WorkLeaks Have Fallout

WikiLeaks is the equivalent of a mirror which reflects the opening of a national mouth and insertion of a Sasquatch sized foot in it. Right or wrong, whether you are cheering or cursing its discoveries and actions – there are important lessons to be gleaned and filtered down to the corporate and even mom and pop levels of business…
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WorkLeaks Have Fallout

Thanks to Chris­tiane Aman­pour
pop­ping up on my Face­book wall, today I learned that Zal­may
Khalilzad thinks the U.S. Embassy in Kabul needs new staff. This has as
come about as a result of Wik­ileaks releas­ing impor­tant com­mu­niques
it obtained that show how our inter­na­tional staff work and report,
and how they com­mu­ni­cate their opin­ions of their work­ing
rela­tion­ships with others.

I’m not opin­ing on the fact the infor­ma­tion was leaked…

I’m talk­ing about inter­nal doc­u­ments
that expose the kind of work place com­mu­ni­ca­tion that takes place
in every orga­ni­za­tion, how they are man­aged and secured. We all know
cases where a leaked email or memo has been instru­men­tal in break­ing
down con­fi­dence, trust, rap­port and relationships.

You have a depen­dent leader
who needs you for his sur­vival, he is the only leader you have. You
don’t dis­credit him, you don’t under­mine him, unless you have a
bet­ter alter­na­tive.  We haven’t had a bet­ter alter­na­tive than
Karzai, and yet some of our offi­cials have made a sport of malign­ing
him. ~ Zbig­niew Brzezinski

Malign­ing… not a vocab­u­lary word you
hear all that often, but cer­tainly one that car­ries a lot of weight.
Then you have the issue of even very senior peo­ple leak­ing very
sen­si­tive stuff. Some­times the leak is the secret recipe but often
it’s  con­fi­den­tial employee infor­ma­tion that leads to
uncom­fort­able walks down the hall, unbear­able appear­ances in the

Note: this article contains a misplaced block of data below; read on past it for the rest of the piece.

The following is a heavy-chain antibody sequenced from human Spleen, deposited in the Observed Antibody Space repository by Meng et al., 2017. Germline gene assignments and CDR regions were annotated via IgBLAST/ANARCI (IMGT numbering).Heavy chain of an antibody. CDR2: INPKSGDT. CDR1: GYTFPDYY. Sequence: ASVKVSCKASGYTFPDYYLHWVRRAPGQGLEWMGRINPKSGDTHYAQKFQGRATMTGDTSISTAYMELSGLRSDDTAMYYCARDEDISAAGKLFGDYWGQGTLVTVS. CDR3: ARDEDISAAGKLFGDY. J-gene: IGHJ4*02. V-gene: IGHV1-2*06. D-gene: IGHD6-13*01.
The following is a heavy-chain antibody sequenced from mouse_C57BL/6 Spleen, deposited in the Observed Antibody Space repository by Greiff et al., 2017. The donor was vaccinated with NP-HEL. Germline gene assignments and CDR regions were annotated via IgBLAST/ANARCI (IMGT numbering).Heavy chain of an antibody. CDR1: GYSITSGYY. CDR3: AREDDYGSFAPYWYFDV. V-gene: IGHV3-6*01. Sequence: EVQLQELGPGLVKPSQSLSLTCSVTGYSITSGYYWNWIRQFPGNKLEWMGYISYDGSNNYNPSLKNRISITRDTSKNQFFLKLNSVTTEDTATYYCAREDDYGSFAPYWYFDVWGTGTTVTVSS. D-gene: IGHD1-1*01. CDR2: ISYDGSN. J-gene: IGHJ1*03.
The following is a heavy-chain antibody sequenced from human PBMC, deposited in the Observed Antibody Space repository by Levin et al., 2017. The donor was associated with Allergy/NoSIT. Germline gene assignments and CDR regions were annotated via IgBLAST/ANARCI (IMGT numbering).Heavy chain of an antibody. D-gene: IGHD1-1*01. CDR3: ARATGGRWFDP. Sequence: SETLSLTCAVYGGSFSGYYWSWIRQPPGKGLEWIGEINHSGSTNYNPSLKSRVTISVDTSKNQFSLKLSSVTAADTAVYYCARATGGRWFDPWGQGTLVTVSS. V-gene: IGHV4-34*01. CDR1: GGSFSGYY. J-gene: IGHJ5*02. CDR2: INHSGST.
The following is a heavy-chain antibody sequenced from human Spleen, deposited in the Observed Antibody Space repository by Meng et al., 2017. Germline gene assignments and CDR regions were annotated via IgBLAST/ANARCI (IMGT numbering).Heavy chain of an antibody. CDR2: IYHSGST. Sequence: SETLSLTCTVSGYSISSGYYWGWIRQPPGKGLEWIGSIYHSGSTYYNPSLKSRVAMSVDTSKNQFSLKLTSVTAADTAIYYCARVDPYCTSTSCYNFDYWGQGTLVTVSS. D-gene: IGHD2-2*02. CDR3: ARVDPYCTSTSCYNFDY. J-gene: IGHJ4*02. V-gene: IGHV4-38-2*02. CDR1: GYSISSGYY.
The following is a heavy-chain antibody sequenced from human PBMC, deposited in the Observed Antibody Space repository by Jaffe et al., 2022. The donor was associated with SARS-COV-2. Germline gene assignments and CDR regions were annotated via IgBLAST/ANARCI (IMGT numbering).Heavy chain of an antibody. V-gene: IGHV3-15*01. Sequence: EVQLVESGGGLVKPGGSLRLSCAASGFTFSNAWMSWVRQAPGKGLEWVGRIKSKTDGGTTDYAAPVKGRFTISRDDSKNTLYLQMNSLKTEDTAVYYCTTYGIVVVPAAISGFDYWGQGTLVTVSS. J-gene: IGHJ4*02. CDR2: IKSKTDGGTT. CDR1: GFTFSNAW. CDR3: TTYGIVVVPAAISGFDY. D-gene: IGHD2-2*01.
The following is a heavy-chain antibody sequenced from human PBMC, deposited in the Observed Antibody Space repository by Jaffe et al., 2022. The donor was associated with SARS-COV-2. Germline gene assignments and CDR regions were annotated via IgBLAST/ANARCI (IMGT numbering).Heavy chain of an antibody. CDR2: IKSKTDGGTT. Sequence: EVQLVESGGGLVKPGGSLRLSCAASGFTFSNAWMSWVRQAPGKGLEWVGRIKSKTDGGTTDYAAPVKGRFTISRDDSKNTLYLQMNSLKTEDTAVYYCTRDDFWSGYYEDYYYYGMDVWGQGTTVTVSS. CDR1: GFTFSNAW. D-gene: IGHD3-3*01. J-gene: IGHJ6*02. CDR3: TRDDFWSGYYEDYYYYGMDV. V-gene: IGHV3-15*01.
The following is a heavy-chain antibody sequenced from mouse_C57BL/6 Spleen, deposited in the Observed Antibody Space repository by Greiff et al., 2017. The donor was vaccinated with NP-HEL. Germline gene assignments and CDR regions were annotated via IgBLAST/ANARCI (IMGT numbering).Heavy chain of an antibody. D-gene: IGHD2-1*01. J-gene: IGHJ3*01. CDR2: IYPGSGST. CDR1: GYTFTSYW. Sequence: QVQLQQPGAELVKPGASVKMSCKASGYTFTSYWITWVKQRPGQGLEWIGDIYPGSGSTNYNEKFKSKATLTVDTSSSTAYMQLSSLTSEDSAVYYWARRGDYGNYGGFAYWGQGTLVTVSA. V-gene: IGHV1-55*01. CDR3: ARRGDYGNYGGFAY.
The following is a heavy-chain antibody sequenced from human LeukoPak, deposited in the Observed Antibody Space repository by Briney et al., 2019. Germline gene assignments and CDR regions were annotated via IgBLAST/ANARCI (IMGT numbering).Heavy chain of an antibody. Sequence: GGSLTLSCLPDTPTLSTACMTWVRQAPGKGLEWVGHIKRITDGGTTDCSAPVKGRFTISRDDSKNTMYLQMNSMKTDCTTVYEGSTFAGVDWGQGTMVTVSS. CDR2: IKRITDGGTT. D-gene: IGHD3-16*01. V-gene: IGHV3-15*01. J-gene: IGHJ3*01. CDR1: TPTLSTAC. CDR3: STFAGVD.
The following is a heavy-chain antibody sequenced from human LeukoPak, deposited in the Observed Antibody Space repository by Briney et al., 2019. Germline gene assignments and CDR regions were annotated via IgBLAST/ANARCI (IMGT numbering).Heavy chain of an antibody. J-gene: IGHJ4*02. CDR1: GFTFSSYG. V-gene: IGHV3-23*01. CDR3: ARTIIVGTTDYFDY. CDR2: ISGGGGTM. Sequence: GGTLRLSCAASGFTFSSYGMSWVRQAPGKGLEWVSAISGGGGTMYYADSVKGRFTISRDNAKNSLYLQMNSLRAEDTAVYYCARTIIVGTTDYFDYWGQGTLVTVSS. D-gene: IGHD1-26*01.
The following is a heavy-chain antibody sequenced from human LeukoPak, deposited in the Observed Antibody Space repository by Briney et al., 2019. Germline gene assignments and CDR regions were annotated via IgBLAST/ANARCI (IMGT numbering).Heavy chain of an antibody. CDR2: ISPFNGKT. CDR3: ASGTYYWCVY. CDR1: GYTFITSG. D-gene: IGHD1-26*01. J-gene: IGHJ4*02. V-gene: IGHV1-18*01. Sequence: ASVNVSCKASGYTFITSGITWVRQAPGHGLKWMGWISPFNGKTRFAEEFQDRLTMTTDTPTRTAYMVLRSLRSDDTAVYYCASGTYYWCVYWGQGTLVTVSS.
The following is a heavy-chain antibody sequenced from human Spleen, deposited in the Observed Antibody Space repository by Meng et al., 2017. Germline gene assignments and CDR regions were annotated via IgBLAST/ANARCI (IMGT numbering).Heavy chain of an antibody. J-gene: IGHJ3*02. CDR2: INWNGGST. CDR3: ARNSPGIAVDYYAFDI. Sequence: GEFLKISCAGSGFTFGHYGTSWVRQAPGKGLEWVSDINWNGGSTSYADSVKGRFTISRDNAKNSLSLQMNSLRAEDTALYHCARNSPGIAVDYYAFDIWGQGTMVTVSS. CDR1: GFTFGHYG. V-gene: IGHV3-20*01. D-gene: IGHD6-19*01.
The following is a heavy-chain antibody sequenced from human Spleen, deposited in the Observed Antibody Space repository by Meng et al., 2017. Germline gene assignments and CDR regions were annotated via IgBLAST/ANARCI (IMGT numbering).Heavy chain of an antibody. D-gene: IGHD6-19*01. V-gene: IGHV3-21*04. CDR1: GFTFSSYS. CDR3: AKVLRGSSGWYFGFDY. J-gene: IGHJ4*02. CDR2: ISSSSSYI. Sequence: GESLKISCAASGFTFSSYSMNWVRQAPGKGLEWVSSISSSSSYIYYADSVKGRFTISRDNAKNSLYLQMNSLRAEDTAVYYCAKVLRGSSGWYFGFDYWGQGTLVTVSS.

employee lounge, stress, sleep­less nights, absen­teeism,
res­ig­na­tion, EEOC com­plaints.. Some­times it’s a hole in secu­rity.

The lessons cur­rently being played out on cen­ter world stage are hard to swal­low but beau­ti­ful and important.

Is your com­mu­ni­ca­tion part of the prob­lem not part of the solution?

Do you use
dis­claimers on sen­si­tive com­mu­ni­ca­tions that clearly indi­cate
they are not to be shared with those not on the orig­i­nal
dis­tri­b­u­tion list?

Does your com­pany hand­book pro­vide clear guide­lines for the dis­sem­i­na­tion of communication?

Are their com­mu­ni­ca­tions float­ing around about an indi­vid­ual that should be addressed with that per­son — in person?

Is trans­parency lack­ing in your orga­ni­za­tion, every­one tip­toes around issues and is there a lot of whis­per­ing going on?

Does every new hire  sign a con­fi­den­tial­ity agreement?

Con­sider learn­ing from a super power
and revis­it­ing the com­mu­ni­ca­tion and con­fi­den­tial­ity poli­cies
in your orga­ni­za­tion before a leak occurs that sheds the light of
poor pro­to­col and unfor­tu­nate embar­rass­ment on it and sends your
cor­po­rate equiv­a­lent to Sec­re­tary of State reel­ing to apol­o­gize to your most val­ued work­ing part­ners and employees.

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